Who Will Benefit From Your Idea?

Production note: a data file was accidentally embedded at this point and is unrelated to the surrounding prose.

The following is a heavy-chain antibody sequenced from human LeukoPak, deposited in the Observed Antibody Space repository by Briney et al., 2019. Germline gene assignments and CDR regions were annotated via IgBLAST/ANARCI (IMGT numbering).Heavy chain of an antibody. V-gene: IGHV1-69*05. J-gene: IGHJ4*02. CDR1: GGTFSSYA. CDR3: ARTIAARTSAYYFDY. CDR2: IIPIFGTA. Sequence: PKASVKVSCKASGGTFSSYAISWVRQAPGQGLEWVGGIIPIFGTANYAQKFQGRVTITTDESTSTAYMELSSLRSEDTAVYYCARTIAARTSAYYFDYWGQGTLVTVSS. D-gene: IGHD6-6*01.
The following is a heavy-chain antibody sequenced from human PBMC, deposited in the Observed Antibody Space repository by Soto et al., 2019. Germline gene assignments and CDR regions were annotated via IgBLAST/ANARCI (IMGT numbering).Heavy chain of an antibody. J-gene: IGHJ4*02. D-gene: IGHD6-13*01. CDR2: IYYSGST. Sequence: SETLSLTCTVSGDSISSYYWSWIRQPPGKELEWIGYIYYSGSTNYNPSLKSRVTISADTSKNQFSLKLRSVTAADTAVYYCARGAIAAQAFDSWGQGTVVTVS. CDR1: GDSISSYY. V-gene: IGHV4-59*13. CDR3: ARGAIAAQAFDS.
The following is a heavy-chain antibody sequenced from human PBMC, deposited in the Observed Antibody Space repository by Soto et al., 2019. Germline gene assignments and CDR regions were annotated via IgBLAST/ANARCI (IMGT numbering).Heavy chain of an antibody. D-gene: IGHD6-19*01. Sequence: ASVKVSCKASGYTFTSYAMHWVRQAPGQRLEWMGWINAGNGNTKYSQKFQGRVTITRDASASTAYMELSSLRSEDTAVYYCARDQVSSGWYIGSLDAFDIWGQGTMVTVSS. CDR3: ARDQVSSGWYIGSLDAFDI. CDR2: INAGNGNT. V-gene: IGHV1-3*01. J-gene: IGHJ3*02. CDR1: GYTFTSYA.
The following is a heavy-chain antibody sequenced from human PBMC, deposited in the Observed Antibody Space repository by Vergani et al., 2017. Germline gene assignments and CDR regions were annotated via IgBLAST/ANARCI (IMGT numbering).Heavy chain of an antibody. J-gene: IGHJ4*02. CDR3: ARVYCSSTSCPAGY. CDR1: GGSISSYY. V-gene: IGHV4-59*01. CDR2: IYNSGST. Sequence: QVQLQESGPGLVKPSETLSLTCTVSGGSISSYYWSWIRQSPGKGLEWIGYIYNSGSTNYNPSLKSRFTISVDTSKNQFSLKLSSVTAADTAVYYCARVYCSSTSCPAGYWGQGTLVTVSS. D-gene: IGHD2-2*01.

Let's work on teasing out the key benefits of your idea. You may have a long list of all the awesome things that your idea's gonna bring into the world. Let's get that list in order because it's probably messy. Our mural arts program, I love these pictures. I have a whole album of just faces of people and what's awesome about these pictures, I don't know anybody in the pictures! This is not my friends and family. These are strangers that we managed to bring in and it was, like, yes! Who are all these people? That's exciting. The key benefit for us wasn't just having pretty pictures on the walls and we never wanted anyone to think that's what we were doing. It wasn't just hey, let's paint the brick. No. We really wanted to revitalize this space. We really wanted to see sunshine and crowds. I think this is a menu for a food truck that came by. It was just so much life and excitement and that is what got me through this. And what I'm gonna do is... This is kind of the soft vision I had an...